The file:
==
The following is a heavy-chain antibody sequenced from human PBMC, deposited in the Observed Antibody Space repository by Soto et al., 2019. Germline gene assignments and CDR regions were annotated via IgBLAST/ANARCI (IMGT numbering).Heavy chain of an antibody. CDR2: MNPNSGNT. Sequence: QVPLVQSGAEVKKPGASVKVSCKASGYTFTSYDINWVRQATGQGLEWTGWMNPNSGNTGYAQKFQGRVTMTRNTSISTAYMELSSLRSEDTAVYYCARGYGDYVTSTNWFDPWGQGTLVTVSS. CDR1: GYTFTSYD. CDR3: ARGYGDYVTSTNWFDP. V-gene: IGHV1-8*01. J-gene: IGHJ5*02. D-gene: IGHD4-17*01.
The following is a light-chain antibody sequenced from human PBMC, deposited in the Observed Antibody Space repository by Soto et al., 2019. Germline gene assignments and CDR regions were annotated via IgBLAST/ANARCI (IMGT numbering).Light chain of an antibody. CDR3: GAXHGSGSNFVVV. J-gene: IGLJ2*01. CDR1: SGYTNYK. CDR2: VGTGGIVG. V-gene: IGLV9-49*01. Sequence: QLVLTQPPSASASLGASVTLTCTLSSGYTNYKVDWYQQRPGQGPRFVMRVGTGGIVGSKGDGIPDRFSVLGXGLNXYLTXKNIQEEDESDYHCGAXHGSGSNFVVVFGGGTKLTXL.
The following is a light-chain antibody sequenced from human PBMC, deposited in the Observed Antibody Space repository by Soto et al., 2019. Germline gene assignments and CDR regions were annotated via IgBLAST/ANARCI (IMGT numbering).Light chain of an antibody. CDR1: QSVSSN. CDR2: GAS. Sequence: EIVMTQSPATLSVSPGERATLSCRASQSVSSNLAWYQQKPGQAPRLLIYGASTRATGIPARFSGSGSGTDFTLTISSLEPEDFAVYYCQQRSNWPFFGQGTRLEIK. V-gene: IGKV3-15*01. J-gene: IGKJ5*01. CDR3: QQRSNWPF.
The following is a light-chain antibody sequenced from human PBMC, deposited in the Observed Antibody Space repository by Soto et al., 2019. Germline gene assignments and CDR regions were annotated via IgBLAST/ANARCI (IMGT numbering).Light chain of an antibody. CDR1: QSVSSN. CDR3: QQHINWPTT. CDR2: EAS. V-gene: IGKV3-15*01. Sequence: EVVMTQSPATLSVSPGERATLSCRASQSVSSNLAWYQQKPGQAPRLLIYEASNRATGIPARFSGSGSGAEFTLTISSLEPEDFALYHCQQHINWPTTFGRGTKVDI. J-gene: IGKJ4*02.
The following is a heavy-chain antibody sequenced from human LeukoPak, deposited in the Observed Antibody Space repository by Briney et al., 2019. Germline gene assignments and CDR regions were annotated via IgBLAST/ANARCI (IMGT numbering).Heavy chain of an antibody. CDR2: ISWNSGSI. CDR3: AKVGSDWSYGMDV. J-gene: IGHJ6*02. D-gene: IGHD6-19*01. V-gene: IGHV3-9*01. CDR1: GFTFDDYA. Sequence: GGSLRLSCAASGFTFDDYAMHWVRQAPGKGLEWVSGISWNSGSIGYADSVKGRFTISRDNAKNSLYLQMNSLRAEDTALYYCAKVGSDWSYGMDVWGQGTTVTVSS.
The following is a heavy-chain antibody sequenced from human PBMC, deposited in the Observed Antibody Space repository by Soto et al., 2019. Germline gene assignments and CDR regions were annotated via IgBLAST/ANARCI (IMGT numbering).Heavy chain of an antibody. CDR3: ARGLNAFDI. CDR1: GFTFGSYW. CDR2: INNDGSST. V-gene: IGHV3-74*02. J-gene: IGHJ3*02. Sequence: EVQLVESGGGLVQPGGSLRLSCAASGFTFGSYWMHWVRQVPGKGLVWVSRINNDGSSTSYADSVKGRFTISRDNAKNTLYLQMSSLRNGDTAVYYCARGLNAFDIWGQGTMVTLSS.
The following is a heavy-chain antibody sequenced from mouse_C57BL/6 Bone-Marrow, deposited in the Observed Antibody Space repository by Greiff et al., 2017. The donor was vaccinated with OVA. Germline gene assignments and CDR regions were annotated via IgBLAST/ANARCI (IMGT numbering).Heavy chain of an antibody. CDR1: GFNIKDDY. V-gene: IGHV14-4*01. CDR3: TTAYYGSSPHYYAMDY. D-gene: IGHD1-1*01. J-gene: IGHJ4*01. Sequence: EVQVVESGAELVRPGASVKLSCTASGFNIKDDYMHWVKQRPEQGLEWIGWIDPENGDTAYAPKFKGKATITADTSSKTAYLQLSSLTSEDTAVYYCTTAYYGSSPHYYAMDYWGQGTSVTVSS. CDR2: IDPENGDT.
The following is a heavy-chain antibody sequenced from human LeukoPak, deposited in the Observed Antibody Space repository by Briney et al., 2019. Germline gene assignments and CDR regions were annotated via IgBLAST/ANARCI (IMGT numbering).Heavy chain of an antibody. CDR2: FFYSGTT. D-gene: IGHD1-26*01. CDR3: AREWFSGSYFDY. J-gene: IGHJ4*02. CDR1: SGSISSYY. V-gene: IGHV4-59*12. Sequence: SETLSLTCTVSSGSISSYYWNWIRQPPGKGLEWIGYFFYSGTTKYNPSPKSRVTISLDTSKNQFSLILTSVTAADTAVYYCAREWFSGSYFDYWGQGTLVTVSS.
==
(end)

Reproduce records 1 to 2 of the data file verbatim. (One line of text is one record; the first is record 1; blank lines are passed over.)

The following is a heavy-chain antibody sequenced from human PBMC, deposited in the Observed Antibody Space repository by Soto et al., 2019. Germline gene assignments and CDR regions were annotated via IgBLAST/ANARCI (IMGT numbering).Heavy chain of an antibody. CDR2: MNPNSGNT. Sequence: QVPLVQSGAEVKKPGASVKVSCKASGYTFTSYDINWVRQATGQGLEWTGWMNPNSGNTGYAQKFQGRVTMTRNTSISTAYMELSSLRSEDTAVYYCARGYGDYVTSTNWFDPWGQGTLVTVSS. CDR1: GYTFTSYD. CDR3: ARGYGDYVTSTNWFDP. V-gene: IGHV1-8*01. J-gene: IGHJ5*02. D-gene: IGHD4-17*01.
The following is a light-chain antibody sequenced from human PBMC, deposited in the Observed Antibody Space repository by Soto et al., 2019. Germline gene assignments and CDR regions were annotated via IgBLAST/ANARCI (IMGT numbering).Light chain of an antibody. CDR3: GAXHGSGSNFVVV. J-gene: IGLJ2*01. CDR1: SGYTNYK. CDR2: VGTGGIVG. V-gene: IGLV9-49*01. Sequence: QLVLTQPPSASASLGASVTLTCTLSSGYTNYKVDWYQQRPGQGPRFVMRVGTGGIVGSKGDGIPDRFSVLGXGLNXYLTXKNIQEEDESDYHCGAXHGSGSNFVVVFGGGTKLTXL.